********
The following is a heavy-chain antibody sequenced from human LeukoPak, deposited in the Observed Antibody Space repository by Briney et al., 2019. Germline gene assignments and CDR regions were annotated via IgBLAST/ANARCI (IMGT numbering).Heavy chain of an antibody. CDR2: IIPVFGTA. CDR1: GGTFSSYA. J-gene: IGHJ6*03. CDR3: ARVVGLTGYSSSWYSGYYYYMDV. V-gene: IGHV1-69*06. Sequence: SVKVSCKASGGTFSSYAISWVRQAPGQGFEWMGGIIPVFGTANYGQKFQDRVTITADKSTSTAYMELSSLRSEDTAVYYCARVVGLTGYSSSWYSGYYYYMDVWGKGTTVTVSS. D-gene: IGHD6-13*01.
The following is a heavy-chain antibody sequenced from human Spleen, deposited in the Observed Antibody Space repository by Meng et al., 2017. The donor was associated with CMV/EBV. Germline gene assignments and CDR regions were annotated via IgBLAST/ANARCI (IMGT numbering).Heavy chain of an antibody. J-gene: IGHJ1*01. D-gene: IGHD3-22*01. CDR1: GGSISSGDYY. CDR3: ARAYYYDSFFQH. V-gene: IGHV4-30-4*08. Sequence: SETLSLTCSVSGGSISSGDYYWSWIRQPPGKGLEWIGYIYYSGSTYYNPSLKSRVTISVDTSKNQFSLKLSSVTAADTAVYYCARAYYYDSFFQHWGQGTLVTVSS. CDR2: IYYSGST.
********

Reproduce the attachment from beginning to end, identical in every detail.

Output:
The following is a heavy-chain antibody sequenced from human LeukoPak, deposited in the Observed Antibody Space repository by Briney et al., 2019. Germline gene assignments and CDR regions were annotated via IgBLAST/ANARCI (IMGT numbering).Heavy chain of an antibody. CDR2: IIPVFGTA. CDR1: GGTFSSYA. J-gene: IGHJ6*03. CDR3: ARVVGLTGYSSSWYSGYYYYMDV. V-gene: IGHV1-69*06. Sequence: SVKVSCKASGGTFSSYAISWVRQAPGQGFEWMGGIIPVFGTANYGQKFQDRVTITADKSTSTAYMELSSLRSEDTAVYYCARVVGLTGYSSSWYSGYYYYMDVWGKGTTVTVSS. D-gene: IGHD6-13*01.
The following is a heavy-chain antibody sequenced from human Spleen, deposited in the Observed Antibody Space repository by Meng et al., 2017. The donor was associated with CMV/EBV. Germline gene assignments and CDR regions were annotated via IgBLAST/ANARCI (IMGT numbering).Heavy chain of an antibody. J-gene: IGHJ1*01. D-gene: IGHD3-22*01. CDR1: GGSISSGDYY. CDR3: ARAYYYDSFFQH. V-gene: IGHV4-30-4*08. Sequence: SETLSLTCSVSGGSISSGDYYWSWIRQPPGKGLEWIGYIYYSGSTYYNPSLKSRVTISVDTSKNQFSLKLSSVTAADTAVYYCARAYYYDSFFQHWGQGTLVTVSS. CDR2: IYYSGST.